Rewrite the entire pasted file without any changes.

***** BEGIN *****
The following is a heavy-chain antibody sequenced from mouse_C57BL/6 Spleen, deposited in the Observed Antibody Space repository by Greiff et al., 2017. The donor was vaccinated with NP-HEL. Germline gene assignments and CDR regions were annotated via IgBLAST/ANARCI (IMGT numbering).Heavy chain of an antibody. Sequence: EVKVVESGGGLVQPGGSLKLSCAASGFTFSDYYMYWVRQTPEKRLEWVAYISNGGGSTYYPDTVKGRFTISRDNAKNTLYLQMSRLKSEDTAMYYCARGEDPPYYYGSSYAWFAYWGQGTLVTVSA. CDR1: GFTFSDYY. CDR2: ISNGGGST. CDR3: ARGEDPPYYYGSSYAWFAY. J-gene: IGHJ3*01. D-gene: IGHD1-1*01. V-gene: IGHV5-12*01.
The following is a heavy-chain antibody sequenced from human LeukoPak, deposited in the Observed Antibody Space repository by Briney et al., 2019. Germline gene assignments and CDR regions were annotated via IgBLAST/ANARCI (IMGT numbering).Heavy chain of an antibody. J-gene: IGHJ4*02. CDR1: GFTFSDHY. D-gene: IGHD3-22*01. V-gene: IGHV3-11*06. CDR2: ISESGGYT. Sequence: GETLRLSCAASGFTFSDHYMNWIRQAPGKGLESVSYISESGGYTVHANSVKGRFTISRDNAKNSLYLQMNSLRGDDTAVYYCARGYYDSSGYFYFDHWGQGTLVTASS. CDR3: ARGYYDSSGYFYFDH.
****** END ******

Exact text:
The following is a heavy-chain antibody sequenced from mouse_C57BL/6 Spleen, deposited in the Observed Antibody Space repository by Greiff et al., 2017. The donor was vaccinated with NP-HEL. Germline gene assignments and CDR regions were annotated via IgBLAST/ANARCI (IMGT numbering).Heavy chain of an antibody. Sequence: EVKVVESGGGLVQPGGSLKLSCAASGFTFSDYYMYWVRQTPEKRLEWVAYISNGGGSTYYPDTVKGRFTISRDNAKNTLYLQMSRLKSEDTAMYYCARGEDPPYYYGSSYAWFAYWGQGTLVTVSA. CDR1: GFTFSDYY. CDR2: ISNGGGST. CDR3: ARGEDPPYYYGSSYAWFAY. J-gene: IGHJ3*01. D-gene: IGHD1-1*01. V-gene: IGHV5-12*01.
The following is a heavy-chain antibody sequenced from human LeukoPak, deposited in the Observed Antibody Space repository by Briney et al., 2019. Germline gene assignments and CDR regions were annotated via IgBLAST/ANARCI (IMGT numbering).Heavy chain of an antibody. J-gene: IGHJ4*02. CDR1: GFTFSDHY. D-gene: IGHD3-22*01. V-gene: IGHV3-11*06. CDR2: ISESGGYT. Sequence: GETLRLSCAASGFTFSDHYMNWIRQAPGKGLESVSYISESGGYTVHANSVKGRFTISRDNAKNSLYLQMNSLRGDDTAVYYCARGYYDSSGYFYFDHWGQGTLVTASS. CDR3: ARGYYDSSGYFYFDH.